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Volume 24, Number 11—November 2018

Rickettsia rickettsii Co-feeding Transmission among Amblyomma aureolatum Ticks

Jonas Moraes-Filho, Francisco B. Costa, Monize Gerardi, Herbert S. Soares, and Marcelo B. LabrunaComments to Author 
Author affiliations: Universidade Santo Amaro, São Paulo, Brazil (J. Moraes-Filho); University of São Paulo, São Paulo (J. Moraes-Filho, F.B. Costa, M. Gerardi, H.S. Soares, M.B. Labruna); Universidade Estadual do Maranhão, São Luís, Brazil (F.B. Costa).

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Table 2

Rickettsia rickettsii acquisition infestation 2 with Amblyomma aureolatum ticks on 4 guinea pigs 30 days after acquisition infestation 1, Brazil*

Guinea pig
Temperature range, °C
IFA endpoint titer at day 0†
Feeding chamber‡
PCR on ticks after molting, no. infected/no. tested (% infected)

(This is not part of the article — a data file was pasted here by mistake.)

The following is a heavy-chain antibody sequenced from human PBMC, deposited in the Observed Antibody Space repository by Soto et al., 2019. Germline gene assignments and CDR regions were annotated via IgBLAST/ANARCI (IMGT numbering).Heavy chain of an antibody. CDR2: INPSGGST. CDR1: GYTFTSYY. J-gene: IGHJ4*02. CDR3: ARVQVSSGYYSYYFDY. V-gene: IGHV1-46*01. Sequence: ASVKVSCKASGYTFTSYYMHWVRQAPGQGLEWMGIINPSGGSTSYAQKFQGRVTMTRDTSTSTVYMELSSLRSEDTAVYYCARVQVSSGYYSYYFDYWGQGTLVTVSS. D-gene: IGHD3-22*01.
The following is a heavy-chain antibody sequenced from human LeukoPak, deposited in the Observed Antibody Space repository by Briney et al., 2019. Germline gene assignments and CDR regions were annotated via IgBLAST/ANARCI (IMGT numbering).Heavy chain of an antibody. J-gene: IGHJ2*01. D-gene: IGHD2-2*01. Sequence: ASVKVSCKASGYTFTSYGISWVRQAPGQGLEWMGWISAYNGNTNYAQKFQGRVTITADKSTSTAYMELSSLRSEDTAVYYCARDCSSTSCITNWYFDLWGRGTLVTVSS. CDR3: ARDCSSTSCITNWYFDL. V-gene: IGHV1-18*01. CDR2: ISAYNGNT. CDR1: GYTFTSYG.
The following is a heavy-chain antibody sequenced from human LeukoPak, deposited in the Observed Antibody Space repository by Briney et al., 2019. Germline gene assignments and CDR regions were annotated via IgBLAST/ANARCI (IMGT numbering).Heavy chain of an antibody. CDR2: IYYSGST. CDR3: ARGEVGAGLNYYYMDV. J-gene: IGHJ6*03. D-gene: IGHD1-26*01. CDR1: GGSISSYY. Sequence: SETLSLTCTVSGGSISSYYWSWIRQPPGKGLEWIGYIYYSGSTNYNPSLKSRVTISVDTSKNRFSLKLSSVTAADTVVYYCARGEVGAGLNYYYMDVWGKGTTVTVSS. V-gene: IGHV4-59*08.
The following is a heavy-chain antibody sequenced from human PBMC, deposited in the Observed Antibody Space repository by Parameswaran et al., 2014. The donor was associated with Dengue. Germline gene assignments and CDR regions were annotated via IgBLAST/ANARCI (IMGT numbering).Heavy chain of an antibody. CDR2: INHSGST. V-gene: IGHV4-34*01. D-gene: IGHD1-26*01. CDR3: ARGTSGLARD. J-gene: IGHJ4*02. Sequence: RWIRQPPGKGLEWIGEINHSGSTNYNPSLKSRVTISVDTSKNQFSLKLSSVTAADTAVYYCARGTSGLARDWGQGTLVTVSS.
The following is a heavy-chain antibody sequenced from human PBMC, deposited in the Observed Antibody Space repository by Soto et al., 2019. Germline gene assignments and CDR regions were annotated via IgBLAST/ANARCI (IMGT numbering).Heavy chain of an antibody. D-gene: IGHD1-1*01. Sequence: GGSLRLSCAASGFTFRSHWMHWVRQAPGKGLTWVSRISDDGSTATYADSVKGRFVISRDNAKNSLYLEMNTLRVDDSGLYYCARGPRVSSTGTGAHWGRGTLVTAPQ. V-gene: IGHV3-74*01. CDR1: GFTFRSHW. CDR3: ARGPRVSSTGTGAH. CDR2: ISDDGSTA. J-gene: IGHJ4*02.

Unfed nymphs
Unfed adults
1 No fever to 38.8 32,768 UL + IN 0/10 (0) 2/2 (100)

0/10 (0)

2 No fever to 38.4 32,768 UL + IN 0/10 (0) 3/3 (100)

0/10 (0)

3 No fever to 39.1 32,768 UL 0/30 (0)

10/30 (33)
3/3 (100)
4 No fever to 39.2 65,536 UL 0/30 (0)
UL + IN 5/30 (17) 3/3 (100)

*Each guinea pig was infested on day 0 with R. rickettsii IN and on day 3 with UL. Recovered engorged larvae and nymphs were allowed to molt to nymphs and adult ticks, respectively, which were tested by real-time PCR for presence of rickettsial DNA. dpi, days postinfestation; IFA, immunofluorescence assay; IN, infected nymphs; UL, uninfected larvae.
†Blood was collected at day 0 (30 days after acquisition infestation 1) and tested by IFA with R. rickettsii antigens.
‡Tick infestations were performed on 2 feeding chambers glued to the shaved back of each guinea pig, 1 chamber receiving IN and UL, the other receiving only UL (Figure).

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Page created: October 17, 2018
Page updated: October 17, 2018
Page reviewed: October 17, 2018
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